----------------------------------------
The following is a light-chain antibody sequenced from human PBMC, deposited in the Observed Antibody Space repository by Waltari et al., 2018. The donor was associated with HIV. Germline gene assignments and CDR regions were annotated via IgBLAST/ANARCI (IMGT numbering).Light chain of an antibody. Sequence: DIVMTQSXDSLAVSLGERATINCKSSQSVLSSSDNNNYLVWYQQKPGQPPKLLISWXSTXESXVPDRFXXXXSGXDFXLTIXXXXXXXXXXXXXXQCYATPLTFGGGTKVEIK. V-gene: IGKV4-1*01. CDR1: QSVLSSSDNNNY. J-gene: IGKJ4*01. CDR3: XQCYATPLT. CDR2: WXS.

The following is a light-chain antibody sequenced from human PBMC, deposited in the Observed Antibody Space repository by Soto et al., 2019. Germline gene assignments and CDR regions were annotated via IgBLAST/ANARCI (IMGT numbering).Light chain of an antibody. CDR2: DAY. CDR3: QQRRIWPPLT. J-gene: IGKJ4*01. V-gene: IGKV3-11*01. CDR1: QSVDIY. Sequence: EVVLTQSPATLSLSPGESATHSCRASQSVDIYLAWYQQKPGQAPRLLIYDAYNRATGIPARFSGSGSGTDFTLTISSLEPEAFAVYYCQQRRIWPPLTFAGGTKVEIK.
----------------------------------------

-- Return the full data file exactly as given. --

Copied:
The following is a light-chain antibody sequenced from human PBMC, deposited in the Observed Antibody Space repository by Waltari et al., 2018. The donor was associated with HIV. Germline gene assignments and CDR regions were annotated via IgBLAST/ANARCI (IMGT numbering).Light chain of an antibody. Sequence: DIVMTQSXDSLAVSLGERATINCKSSQSVLSSSDNNNYLVWYQQKPGQPPKLLISWXSTXESXVPDRFXXXXSGXDFXLTIXXXXXXXXXXXXXXQCYATPLTFGGGTKVEIK. V-gene: IGKV4-1*01. CDR1: QSVLSSSDNNNY. J-gene: IGKJ4*01. CDR3: XQCYATPLT. CDR2: WXS.

The following is a light-chain antibody sequenced from human PBMC, deposited in the Observed Antibody Space repository by Soto et al., 2019. Germline gene assignments and CDR regions were annotated via IgBLAST/ANARCI (IMGT numbering).Light chain of an antibody. CDR2: DAY. CDR3: QQRRIWPPLT. J-gene: IGKJ4*01. V-gene: IGKV3-11*01. CDR1: QSVDIY. Sequence: EVVLTQSPATLSLSPGESATHSCRASQSVDIYLAWYQQKPGQAPRLLIYDAYNRATGIPARFSGSGSGTDFTLTISSLEPEAFAVYYCQQRRIWPPLTFAGGTKVEIK.